Priya: Thank you Dr. Wolk. Dr. Grossman I know you mentioned progressive aphasia, what are some of the diagnostic tests that we use for FTD and what are some of the treatments that are followed?

Dr. Murray Grossman: Well, the most important initial test is a clinical examination by an expert in the area. So trying to find someone who has experience with seeing patients who have progressive aphasia or FTD or we're very lucky at Penn because we have experts in memory and the various variations of memory, difficulty that can occur in Alzheimer's disease with Dr.Wolk, he and his colleagues. So being seen first by an experienced individual experience neurologist who has seen lots of individuals is a great way to begin the diagnostic process. Once a clinical evaluation has been performed, then the next step is to try to see whether there is a difficulty in a particular part of the brain that is associated with the kinds of difficulties that are being seen clinically and a widely available tool to do that is an MRI scan of the brain. And so the oftentimes an initial step will be getting an MRI scan to see if there's a correspondence between the clinical difficulties that are seen and looking to make sure that there are no injuries in the part of the brain that corresponds to the difficulties that the clinician is saying. What kinds of things can occur? Many things can mimic progressive aphasia or can mimic memory difficulty. For example, there could be a tumor in the brain, or there could be inflammation that is gradually slowing down functioning of the part of the brain, or there could be an infection that is compromising brain functioning. So an MRI scan will help rule out all of these various conditions that can mimic a neurodegenerative condition. And there are also some systemic conditions that can mimic dementia. And so there are some blood tests that are important to them to obtain to make sure that there's no systemic condition that could be mimicking dementia.

The next step after this involves being seen at a specialty center like the University of Pennsylvania where we would try to obtain specific studies that determine the particular kind of protein that is accumulating in the brain and is associated with the difficulties that patients are experiencing. Dr. Wolk alluded to PET scans. There are many different kinds of PET scans and the kind of PET scan that he alluded to, which is a molecular PET scan that specifically takes a picture of the Beta amyloid protein that can accumulate in the brain that is associated with Alzheimer's disease. We're very fortunate at Penn. We're also able to use a kind of PET scan that can make a picture of the tau protein that's accumulated in the brain. This is a research procedure that is not yet widely available and we're lucky that we can take advantage of that here at Penn.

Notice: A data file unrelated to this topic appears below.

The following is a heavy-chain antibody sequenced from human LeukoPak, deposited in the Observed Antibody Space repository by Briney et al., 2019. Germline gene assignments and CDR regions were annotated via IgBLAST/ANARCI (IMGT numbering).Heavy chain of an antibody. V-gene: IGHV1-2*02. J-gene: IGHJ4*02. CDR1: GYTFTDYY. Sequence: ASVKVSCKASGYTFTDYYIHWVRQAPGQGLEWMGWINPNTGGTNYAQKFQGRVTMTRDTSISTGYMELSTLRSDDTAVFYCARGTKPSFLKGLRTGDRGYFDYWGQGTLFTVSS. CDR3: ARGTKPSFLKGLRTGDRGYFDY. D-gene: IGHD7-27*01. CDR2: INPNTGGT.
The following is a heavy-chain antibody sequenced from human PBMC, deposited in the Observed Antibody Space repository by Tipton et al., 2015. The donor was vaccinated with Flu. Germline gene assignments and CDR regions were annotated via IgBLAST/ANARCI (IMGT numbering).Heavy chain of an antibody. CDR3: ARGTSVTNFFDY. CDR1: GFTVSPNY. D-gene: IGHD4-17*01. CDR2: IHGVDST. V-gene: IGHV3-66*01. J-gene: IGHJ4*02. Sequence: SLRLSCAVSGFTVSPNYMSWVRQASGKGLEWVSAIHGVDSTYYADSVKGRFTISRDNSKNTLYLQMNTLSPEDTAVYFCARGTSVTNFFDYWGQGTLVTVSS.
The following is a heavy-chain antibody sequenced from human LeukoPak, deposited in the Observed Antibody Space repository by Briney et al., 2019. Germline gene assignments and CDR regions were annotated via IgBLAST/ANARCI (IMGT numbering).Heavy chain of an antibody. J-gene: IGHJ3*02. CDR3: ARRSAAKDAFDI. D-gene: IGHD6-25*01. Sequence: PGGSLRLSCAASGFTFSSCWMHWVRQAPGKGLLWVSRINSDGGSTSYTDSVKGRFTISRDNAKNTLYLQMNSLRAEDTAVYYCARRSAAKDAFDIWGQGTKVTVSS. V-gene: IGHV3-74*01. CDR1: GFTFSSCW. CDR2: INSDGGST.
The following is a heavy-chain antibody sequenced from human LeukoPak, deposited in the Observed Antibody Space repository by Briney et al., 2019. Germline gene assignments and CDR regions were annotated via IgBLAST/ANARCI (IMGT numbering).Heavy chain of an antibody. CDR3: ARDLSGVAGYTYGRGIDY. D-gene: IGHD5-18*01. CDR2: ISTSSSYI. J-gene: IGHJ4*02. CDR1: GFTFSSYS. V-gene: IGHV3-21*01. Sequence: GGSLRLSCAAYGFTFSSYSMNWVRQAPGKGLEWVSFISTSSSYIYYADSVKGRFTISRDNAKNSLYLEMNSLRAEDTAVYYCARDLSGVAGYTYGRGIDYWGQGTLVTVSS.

Other ways that we try to measure the proteins that are accumulating in the brain and that are causing difficulties are through a lumbar puncture where we analyze the fluid that bathes the brain and the spinal cord. Our brains make half a liter of cerebral spinal fluid every day. We make lots and lots of this and that's used to act as a cushion between the brain and the inner surface of the skull. So when we're nodding our heads, we don't knock ourselves out. We take a small sample of this fluid and we can measure the levels of the proteins that we've been discussing, the tau protein, then the amyloid protein, and as our research progresses, we're able to look at these same proteins in blood tests as well. And so that work is not quite ready yet for the clinical use, but is certainly advancing. The value of determining the specific proteins that are accumulating in the brain is that this helps determine whether somebody's eligible for a treatment trial. The treatment trials that Dr. Wolk and I have been discussing are disease modifying treatment trials where we are trying to target the specific kind of protein that is accumulating in the brain and clogging up the brain cells. and the only way that we can do that effectively is by knowing that the specific protein that is involved in the memory difficulty or the language difficulty or the social and behavioral difficulties that we see in our patients.

Priya: Thank you. Dr. Grossman, Dr. Wolk, do you have anything to add to Dr. Grossman's observations?

Dr. David Wolk: I would just say, first of all, I think everything Dr. Grossman said are things that we consider as well when we see patients with Alzheimer's and part, and because we're trying to differentiate Alzheimer's disease from some of the conditions that Dr. Grossman is also trying to examine as well. I think another sort of diagnostic tool we have, particularly as we're seeing patients who have much more mild symptoms, something that we sometimes refer to as mild cognitive impairment is time that we follow patients over time and measure whether or not they're showing any evidence of progression in their condition. And that also is I think a useful tool that sometimes we don't have a definitive answer the first time we see a patient, but the evolution can help us as well.